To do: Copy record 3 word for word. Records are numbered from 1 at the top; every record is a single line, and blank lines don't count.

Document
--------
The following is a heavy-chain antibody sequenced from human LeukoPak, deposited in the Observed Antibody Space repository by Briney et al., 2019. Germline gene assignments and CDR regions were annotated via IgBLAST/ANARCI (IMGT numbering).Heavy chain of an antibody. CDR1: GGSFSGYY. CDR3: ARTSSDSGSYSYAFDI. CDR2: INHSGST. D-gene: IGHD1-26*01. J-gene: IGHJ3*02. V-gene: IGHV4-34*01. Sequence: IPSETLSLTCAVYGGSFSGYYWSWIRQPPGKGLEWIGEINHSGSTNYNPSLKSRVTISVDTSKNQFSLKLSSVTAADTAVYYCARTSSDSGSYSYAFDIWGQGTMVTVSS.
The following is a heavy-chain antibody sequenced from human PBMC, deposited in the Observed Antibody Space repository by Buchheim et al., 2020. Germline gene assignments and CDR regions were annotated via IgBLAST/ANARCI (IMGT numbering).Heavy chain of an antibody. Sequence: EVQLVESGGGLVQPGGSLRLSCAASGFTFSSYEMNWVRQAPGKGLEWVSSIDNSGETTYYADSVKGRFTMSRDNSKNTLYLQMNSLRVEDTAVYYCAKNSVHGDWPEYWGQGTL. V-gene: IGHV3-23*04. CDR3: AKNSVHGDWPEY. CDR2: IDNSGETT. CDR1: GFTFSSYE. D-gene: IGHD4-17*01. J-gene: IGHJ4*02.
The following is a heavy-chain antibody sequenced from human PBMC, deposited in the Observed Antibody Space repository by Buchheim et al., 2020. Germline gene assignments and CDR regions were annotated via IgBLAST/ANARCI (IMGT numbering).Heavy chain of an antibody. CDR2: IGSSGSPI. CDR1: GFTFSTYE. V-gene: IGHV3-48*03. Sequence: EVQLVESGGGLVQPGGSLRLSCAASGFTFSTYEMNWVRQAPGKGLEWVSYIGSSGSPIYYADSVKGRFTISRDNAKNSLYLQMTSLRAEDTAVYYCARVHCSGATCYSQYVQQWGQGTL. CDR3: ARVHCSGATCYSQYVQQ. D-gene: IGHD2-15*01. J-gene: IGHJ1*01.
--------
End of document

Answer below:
The following is a heavy-chain antibody sequenced from human PBMC, deposited in the Observed Antibody Space repository by Buchheim et al., 2020. Germline gene assignments and CDR regions were annotated via IgBLAST/ANARCI (IMGT numbering).Heavy chain of an antibody. CDR2: IGSSGSPI. CDR1: GFTFSTYE. V-gene: IGHV3-48*03. Sequence: EVQLVESGGGLVQPGGSLRLSCAASGFTFSTYEMNWVRQAPGKGLEWVSYIGSSGSPIYYADSVKGRFTISRDNAKNSLYLQMTSLRAEDTAVYYCARVHCSGATCYSQYVQQWGQGTL. CDR3: ARVHCSGATCYSQYVQQ. D-gene: IGHD2-15*01. J-gene: IGHJ1*01.